South Africa’s infrastructure and logistics issues, crime, corruption and the energy crisis need to be addressed with urgency as business and labour entered talks at the Africa Growth and Opportunity Act (Agoa) Forum, taking place in Johannesburg.
While both business and labour converged at the forum to discuss their role in the trade relations by participating in sessions discussing boosting and diversifying exports and enhancing workers’ voices, both sectors agreed that there were issues back home that needed to be dealt with urgently.
Busa CEO Cas Coovadia said that, apart from shifting the balance from exporting just raw materials to exporting finished products, "we also need to get our act together“.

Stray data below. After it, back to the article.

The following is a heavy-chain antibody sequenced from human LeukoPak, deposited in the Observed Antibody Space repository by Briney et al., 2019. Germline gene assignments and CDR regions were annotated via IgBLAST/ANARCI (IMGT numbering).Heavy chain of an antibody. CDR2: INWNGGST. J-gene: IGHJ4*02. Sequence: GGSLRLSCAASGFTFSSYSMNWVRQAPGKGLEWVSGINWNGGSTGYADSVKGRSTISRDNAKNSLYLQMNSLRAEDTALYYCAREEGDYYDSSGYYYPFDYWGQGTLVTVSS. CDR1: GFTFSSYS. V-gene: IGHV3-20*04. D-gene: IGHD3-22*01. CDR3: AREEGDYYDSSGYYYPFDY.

He flagged logistics and transport, crime, and corruption as some of the major issues affecting business in South Africa. In attempting to be part of the solution, Coovadia said Busa has since developed a good relationship with the new Board of Transnet and is working on a logistics roadmap.
Coovadia said they have so far identified key bottlenecks at borders and ports and significant areas of criminality that need to be addressed.
“We started this process in June and are confident we will see results by mid-next year.
Cosatu president Zingiswa Losi, who has been leading the talks with South African labour, said they believed they had managed to place labour’s voices firmly on the Agoa agenda.
Losi said they believed a renewed Agoa needed to include provisions to support compliance with good labour practices and penalties for employers who flouted laws.
But they were also plagued by the high unemployment rate in South Africa and were in desperate need of aggressive investment in all industrial and economic developments, including exports.
“We strongly believe we need to address issues of crime, corruption, energy, rail, and infrastructure to see that happen,” she said.